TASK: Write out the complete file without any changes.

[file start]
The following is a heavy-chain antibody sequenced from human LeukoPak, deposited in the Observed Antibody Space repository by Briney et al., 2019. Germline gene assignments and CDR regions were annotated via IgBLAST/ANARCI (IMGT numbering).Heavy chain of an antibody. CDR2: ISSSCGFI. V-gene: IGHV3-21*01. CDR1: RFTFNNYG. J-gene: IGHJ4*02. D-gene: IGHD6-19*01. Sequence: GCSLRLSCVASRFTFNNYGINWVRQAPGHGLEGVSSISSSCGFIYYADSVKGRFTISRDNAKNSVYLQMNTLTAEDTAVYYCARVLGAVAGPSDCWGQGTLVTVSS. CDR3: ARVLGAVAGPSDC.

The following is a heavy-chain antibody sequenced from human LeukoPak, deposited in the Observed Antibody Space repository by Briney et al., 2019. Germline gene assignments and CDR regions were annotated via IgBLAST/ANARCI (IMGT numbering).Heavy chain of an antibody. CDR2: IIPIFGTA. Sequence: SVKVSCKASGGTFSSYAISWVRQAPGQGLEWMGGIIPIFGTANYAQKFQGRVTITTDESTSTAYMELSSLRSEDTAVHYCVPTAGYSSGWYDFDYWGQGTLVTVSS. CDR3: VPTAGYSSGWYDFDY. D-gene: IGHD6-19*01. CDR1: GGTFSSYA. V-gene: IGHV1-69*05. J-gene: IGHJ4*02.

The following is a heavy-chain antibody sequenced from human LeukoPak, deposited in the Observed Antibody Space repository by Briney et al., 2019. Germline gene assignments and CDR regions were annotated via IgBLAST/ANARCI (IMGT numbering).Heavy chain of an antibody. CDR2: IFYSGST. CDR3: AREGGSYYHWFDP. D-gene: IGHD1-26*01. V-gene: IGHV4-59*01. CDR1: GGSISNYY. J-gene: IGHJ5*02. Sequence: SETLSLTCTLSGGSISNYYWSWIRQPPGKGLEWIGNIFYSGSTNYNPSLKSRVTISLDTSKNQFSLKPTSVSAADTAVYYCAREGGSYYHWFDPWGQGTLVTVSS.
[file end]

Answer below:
The following is a heavy-chain antibody sequenced from human LeukoPak, deposited in the Observed Antibody Space repository by Briney et al., 2019. Germline gene assignments and CDR regions were annotated via IgBLAST/ANARCI (IMGT numbering).Heavy chain of an antibody. CDR2: ISSSCGFI. V-gene: IGHV3-21*01. CDR1: RFTFNNYG. J-gene: IGHJ4*02. D-gene: IGHD6-19*01. Sequence: GCSLRLSCVASRFTFNNYGINWVRQAPGHGLEGVSSISSSCGFIYYADSVKGRFTISRDNAKNSVYLQMNTLTAEDTAVYYCARVLGAVAGPSDCWGQGTLVTVSS. CDR3: ARVLGAVAGPSDC.

The following is a heavy-chain antibody sequenced from human LeukoPak, deposited in the Observed Antibody Space repository by Briney et al., 2019. Germline gene assignments and CDR regions were annotated via IgBLAST/ANARCI (IMGT numbering).Heavy chain of an antibody. CDR2: IIPIFGTA. Sequence: SVKVSCKASGGTFSSYAISWVRQAPGQGLEWMGGIIPIFGTANYAQKFQGRVTITTDESTSTAYMELSSLRSEDTAVHYCVPTAGYSSGWYDFDYWGQGTLVTVSS. CDR3: VPTAGYSSGWYDFDY. D-gene: IGHD6-19*01. CDR1: GGTFSSYA. V-gene: IGHV1-69*05. J-gene: IGHJ4*02.

The following is a heavy-chain antibody sequenced from human LeukoPak, deposited in the Observed Antibody Space repository by Briney et al., 2019. Germline gene assignments and CDR regions were annotated via IgBLAST/ANARCI (IMGT numbering).Heavy chain of an antibody. CDR2: IFYSGST. CDR3: AREGGSYYHWFDP. D-gene: IGHD1-26*01. V-gene: IGHV4-59*01. CDR1: GGSISNYY. J-gene: IGHJ5*02. Sequence: SETLSLTCTLSGGSISNYYWSWIRQPPGKGLEWIGNIFYSGSTNYNPSLKSRVTISLDTSKNQFSLKPTSVSAADTAVYYCAREGGSYYHWFDPWGQGTLVTVSS.